Let’s face it, blooper reels in which Muppets blow their lines and curse will always be priceless
Courtesy of Sundance Institute
This review was first published on Jan. 30, following its premiere at Sundance.
It makes perfect sense that there’s now a documentary about the long-running children’s television series “Sesame Street.” After all, there’s already been a doc about the puppeteer who played the characters of Big Bird and Oscar the Grouch on that show (“I Am Big Bird: The Carroll Spinney Story”), and one about the man who played Elmo (“Being Elmo: A Puppeteer’s Journey”) — while “Won’t You Be My Neighbor?,” Morgan Neville’s 2018 film about another children’s TV icon, Mister Rogers, recently became the 12th highest-grossing nonfiction film of all time.
So what took so long to make “Street Gang: How We Got to Sesame Street?” a film from Marilyn Agrelo?
It’s a sprawling chronicle of the public television show that decided to teach children rather than just sell to them, which means that it doesn’t have the advantage of being able to focus on one compelling central character the way “Won’t You Be My Neighbor?” could. Instead, it follows an array of figures who helped create “Sesame Street”: TV producer Joan Ganz Cooney, who came up with the idea; writer-director Jon Stone, a central creative force in making the show who did so while battling lifelong depression; Jim Henson, a brilliant puppeteer who’d been concentrating on sophisticated adult comedy and oddball ad campaigns until he and his Muppets were dragged into the world of children’s television; songwriters Joe Raposo and Christopher Cerf, who brought surprisingly sophisticated music to kids’ TV; and the assorted human cast members who made the show so multicultural that Mississippi Educational Television initially refused to show it.
Agrelo, best known for 2005’s “Mad Hot Ballroom,” does an exemplary job of storytelling as she corrals this saga into about 100 minutes and sums up just how groundbreaking the show was. “We thought we were changing children’s television,” Cerf says at one point in the film. “But I don’t think any of us thought, ‘Oh, my God, we’re changing the world.’”
At first, though, it was just a wild idea from Joan Cooney, who took note of the work of Carnegie Corporation psychologist Lloyd Morrisett on the differences in learning between Black and white children. She came up with a plan of sorts: figure out what children like to watch on TV, figure out what would be good for them to watch and then put the two together.
It was easier said than done. But with a group of television producers and writers, plus academics and educators, they created the Children’s Television Workshop, which prior to launching “Sesame Street” was a real workshop. Their idea was for a show that would be specifically aimed at inner-city children, and would use advertising techniques not to sell products but to promote learning. (The Muppets helped with the learning and the entertainment.)
The show hit the air in 1969 and, before long, a young James Earl Jones appeared on the program reciting the alphabet with the utmost gravitas; Stevie Wonder dropped by the set, which was designed to look like a Harlem street, to sing for the kids; Jesse Jackson led the multiracial cast in the cast in his “I am somebody” chant; Orson Welles went on “The Dick Cavett Show” and said “Sesame Street” was the greatest show to ever appear on television; and Muhammad Ali sang its praises as well.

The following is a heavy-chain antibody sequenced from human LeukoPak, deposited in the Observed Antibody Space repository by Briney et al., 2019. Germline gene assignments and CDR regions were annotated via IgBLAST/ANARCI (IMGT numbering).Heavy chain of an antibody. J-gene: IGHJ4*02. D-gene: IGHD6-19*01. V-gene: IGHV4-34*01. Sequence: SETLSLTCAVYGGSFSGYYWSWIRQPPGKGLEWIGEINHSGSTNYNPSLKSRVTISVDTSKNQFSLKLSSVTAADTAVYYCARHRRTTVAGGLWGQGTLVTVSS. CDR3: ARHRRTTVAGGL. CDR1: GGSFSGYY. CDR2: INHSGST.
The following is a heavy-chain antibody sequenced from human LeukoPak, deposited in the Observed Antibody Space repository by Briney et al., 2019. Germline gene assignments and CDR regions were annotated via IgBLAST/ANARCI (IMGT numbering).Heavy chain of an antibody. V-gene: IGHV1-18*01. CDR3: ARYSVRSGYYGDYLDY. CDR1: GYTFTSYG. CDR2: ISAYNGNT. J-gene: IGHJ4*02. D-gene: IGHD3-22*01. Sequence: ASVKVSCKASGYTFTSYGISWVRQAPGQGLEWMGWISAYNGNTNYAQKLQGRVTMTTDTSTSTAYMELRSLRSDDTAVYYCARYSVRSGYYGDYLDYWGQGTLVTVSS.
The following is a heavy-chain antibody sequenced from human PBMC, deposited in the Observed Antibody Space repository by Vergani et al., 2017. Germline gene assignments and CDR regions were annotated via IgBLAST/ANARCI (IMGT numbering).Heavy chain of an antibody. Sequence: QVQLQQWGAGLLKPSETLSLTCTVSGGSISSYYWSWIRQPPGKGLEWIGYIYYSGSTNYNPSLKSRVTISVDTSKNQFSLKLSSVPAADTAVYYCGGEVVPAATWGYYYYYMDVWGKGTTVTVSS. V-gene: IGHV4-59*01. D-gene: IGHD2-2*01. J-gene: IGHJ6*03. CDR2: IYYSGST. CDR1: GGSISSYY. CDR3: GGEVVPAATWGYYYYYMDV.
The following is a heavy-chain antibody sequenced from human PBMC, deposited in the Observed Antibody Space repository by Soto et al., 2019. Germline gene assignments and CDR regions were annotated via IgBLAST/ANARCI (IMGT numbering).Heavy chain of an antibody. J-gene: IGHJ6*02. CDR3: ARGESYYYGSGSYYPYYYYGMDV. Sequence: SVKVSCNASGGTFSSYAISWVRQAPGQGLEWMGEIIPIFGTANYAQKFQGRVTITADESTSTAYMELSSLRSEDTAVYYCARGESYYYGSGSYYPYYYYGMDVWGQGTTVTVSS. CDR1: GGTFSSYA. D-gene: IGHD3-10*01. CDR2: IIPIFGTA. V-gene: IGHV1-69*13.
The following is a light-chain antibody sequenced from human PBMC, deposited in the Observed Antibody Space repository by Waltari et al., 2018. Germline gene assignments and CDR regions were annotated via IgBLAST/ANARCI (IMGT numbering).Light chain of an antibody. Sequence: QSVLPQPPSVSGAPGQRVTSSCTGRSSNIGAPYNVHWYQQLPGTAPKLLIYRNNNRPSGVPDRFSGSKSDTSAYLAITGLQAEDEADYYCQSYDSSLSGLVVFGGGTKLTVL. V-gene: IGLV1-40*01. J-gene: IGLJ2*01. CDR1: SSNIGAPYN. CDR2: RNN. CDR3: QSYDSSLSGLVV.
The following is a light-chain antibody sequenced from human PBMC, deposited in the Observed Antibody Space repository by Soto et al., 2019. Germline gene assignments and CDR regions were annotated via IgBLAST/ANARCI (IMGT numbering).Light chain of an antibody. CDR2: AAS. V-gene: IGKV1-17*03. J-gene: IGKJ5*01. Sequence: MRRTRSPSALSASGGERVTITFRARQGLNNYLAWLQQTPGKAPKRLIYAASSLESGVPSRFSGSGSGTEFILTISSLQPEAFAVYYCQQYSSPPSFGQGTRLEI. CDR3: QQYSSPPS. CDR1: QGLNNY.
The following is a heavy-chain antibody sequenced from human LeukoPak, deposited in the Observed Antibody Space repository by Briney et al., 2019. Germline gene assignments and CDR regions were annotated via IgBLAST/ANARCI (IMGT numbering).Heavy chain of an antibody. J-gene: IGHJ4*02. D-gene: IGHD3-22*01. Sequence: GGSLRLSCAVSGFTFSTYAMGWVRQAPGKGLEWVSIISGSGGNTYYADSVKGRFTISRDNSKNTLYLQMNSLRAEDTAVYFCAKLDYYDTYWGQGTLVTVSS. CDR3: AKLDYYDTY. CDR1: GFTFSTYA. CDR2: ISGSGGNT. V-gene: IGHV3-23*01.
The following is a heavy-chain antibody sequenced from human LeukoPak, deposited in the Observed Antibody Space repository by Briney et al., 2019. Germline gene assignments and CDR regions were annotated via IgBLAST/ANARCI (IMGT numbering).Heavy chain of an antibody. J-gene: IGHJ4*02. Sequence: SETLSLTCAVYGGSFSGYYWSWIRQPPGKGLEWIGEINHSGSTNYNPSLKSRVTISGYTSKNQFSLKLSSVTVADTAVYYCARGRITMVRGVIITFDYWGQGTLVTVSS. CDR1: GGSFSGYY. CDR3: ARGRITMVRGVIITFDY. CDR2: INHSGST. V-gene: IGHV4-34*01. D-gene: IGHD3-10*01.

“Street Gang” hits the highlights and the rough spots, from the remarkable comic chemistry of Henson and Frank Oz as they performed Bert and Ernie to the journey of original “Sesame Street” actor Matt Robinson, who left the show after his Black character of Roosevelt Franklin was phased out when it drew criticism for reinforcing Black stereotypes.
With a lot of ground to cover, Agrelo tells the story and stays out of the way. She has interview footage from nearly all of the central figures in the story, though clearly some of it is archival rather than new — and, in some cases, she augments older interviews with testimony from the children of Jim Henson, Jon Stone and Matt Robinson, among others. (The children’s accounts are particularly useful in detailing the brutally workaholic schedules of the show’s creators: “He would go to work and come back four days later,” Brian Henson says of his father.)
Perhaps surprisingly, “Street Gang” takes on a melancholic air after a while. It starts with the 1982 death of actor Will Lee, who played shopkeeper Mr. Hooper and whose passing prompted the show to deal with death on the air, a daring move at the time. But from that point on, the theme song of the film seems to become Raposo’s gentle and curiously haunting “Bein’ Green,” which was written as an amusing lament of sorts for Kermit the Frog (“it’s not easy being green”), but which became a subtle and poignant anthem that could encompass everything from racism to self-acceptance.
The story ends, essentially, with Henson’s death in 1990 at the age of 53. Raposo’s death the year before and Stone’s a few years later go unmentioned, but we feel the end of an era, and the film doesn’t follow “Sesame Street” into the 21st century. (The series is still making new shows but now for HBO Max rather than public television.)
Even as it concludes on those notes of sadness and grace, “Street Gang” remains appropriately celebratory and thoroughly entertaining. Let’s face it, blooper reels in which Muppets blow their lines and curse will always be priceless.
By the way, stick around for the entire credits. If Paul Simon being upstaged by a young girl on “Me and Julio Down By the Schoolyard” doesn’t get you, a group singalong to Ernie’s big sax number “Put Down the Duckie” certainly will.
“Street Gang: How We Got to Sesame Street” is now available to watch on HBO Max.
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